The Good Shepherd
Volume two = The Penitent Christian
Fr. Francis Hunolt

The Advantages of Perseverance

He seeth the wolf coming, and leaveth the sheep, and flieth.” John 10: 12.

It is cowardice for a shepherd to run away at the moment when his presence is most required for the safety of his flock; and it is wrong for a sheep to leave the flock at the approach of the wolf, and to run into the jaws of the ravening wolf. Foolish and stray sheep of this kind are those penitents who, after having laid aside the burden of their sins in the Sacrament of Penance, run away from God again, and at the first temptation, go back to their sins. To relapse quickly, and through habit into one’s former sins is generally a sign that one did not really rise with Christ from the death of sin to the life of grace, and did not do true penance. To encourage penitents still further in their good reso­lutions, I now say:

I. That perseverance in good, after penance, is the surest sign and means of rising with Christ to eternal glory; and hence

II. He who earnestly desires to go to heaven, must never return to his former sins.

I. That which causes the greatest trouble and anguish to souls really desirous of salvation is the inscrutable secret of eternal predestination to glory, and the constant uncertainty as to whether they are worthy of God’s love or hatred. Such souls will say to you: I firmly believe that on the great day of the general judg­ment we shall all rise again from the dead; but shall I then stand on the right hand of the Judge, with the sheep of Christ or on the left amongst the accursed goats of the devil? Shall I rise with the former to eternal g1ory or with the later to eternal damnation?

Completely hidden from us all during this life, as is this decree of God, this it is that often forces people to sigh: Ah! If I only knew what will become of me during eternity! If I were only certain of being amongst the elect! How utterly wretched they would be, if they knew beforehand that they would be lost forever! How wisely and advantageously he acts in keeping from the just and pious the certainty of their salvation! Otherwise, where would be their Christian humility, child-like fear, watchfulness and modesty, and horror of sin? No this knowledge of the surety of eternity would not be good for any one. “Wherefore, brethren,” says St. Peter, “labor the more, that by good works you may make sure your vo­cation and election” (2 Pet. 1: 10).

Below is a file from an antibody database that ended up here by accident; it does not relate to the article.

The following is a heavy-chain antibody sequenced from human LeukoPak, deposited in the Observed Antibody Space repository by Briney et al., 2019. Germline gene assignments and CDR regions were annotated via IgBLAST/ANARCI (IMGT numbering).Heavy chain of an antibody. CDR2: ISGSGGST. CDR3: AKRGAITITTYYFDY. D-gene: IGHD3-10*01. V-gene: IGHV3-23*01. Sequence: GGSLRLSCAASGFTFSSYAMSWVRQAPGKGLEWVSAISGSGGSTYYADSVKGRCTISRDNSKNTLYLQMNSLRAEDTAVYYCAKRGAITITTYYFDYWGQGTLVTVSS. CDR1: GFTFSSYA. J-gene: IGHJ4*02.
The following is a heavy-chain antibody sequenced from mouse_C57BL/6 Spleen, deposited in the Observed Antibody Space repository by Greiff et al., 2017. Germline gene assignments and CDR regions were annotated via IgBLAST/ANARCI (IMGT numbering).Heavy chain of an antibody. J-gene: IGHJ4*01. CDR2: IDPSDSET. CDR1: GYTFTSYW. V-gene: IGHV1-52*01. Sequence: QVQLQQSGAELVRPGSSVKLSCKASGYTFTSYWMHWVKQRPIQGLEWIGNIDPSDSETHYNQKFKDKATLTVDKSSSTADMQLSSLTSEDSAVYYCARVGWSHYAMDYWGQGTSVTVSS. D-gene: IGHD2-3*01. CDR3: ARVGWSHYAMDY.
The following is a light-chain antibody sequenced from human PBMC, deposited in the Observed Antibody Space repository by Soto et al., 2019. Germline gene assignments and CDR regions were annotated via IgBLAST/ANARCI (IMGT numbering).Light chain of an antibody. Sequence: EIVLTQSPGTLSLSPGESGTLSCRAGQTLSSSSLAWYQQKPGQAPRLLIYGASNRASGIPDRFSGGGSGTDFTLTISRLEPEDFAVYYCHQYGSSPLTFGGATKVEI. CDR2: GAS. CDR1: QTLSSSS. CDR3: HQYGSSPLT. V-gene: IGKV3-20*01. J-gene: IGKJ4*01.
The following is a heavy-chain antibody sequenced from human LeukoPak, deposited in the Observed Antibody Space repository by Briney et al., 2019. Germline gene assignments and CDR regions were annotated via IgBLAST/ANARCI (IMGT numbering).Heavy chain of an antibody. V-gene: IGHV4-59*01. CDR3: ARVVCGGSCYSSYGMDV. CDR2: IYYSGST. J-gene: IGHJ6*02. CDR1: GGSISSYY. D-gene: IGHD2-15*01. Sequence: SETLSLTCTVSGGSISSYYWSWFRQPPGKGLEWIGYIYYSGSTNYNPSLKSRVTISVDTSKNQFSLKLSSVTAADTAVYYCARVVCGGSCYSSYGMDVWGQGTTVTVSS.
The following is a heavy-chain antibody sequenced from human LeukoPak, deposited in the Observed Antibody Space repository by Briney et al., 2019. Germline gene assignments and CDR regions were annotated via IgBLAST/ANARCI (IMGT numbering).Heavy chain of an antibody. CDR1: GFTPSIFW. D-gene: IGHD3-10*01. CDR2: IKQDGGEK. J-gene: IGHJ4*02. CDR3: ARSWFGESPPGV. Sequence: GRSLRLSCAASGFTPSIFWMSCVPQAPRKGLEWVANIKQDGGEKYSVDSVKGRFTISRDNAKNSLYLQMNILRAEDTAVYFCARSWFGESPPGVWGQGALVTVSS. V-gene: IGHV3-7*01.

Still, there are different signs from which we may reasonably conclude, nay, from which we may derive a human certainty and assurance that we shall rise to eternal glory. But all those signs of predestination, whatever their name may be, are so called, because they help man in a special manner to persevere in good and to be constant and zeal­ous in the divine service. From this, I conclude that persever­ance and constancy in good is, of itself, the surest sign of a future resurrection to everlasting glory.

1. Perseverance places a man, even during this life, in almost the same state as that in which the glorified bodies of the blessed will be in heaven. For, in what does the exceeding great happi­ness of the latter consist? Mainly, that they are immortal, incapa­ble of suffering or corruption, and not subject to any change.

The life, glory, and happiness of the Saints will last as long as God is God. As they are today, so they will be for all eternity, as St. Paul writes of the glorious body of Jesus Christ after the resur­rection, which the bodies of the just and elect will resemble on the last day. There you have a true picture of not only a just man who never offended God by a mortal sin, but also of a converted sinner, who, after having done penance, remains constant in his good resolutions, and has still the same earnest will to observe eter­nal fidelity to his God.  Human respect, vain customs and deceitful maxims of the world, points of honor, wealth, station, and car­nal pleasures, you are the lords and masters of the children of men, who, according to your good will and pleasure, waver a thousand times a day, like a fragile reed, blown hither and thither by the wind.

You can move your subjects by turns to anger or joy—love or hatred. Today, you fill them with exultation, tomorrow with despair; and you continually drive them on to all sorts of vice. But with the servant of God you can do nothing! Once, for all, firmly resolved, at all cost, to keep the faith he has pledged to his beloved God and Master, he never departs from him by a deliber­ate sin. This is his firm determination; and what he is today, in that respect, he was yesterday, and will be tomorrow. “Who, then, shall separate us from the love of Christ?” (Rom. 8: 35), he can say with St. Paul; neither joy nor sorrow, riches or pov­erty, honor or disgrace, life or death! No earthly creature shall induce me to do anything against God or his holy commandments.

Let the most horrible and formidable temptations come upon me. They will never find the least place in my heart! My chief refuge and help against their attacks will be that almighty God who is everywhere present, and whom I am resolved to serve till the end of my life. I am ready to die a thousand times, rather than consent to a single mortal sin; and I am assured that my God will not forsake me, provided I only remain faithful to him and his ser­vice, as I am now determined to do. Oh, truly happy state which, here on earth, so closely resembles the immutable state of the glorified bodies of the blessed!

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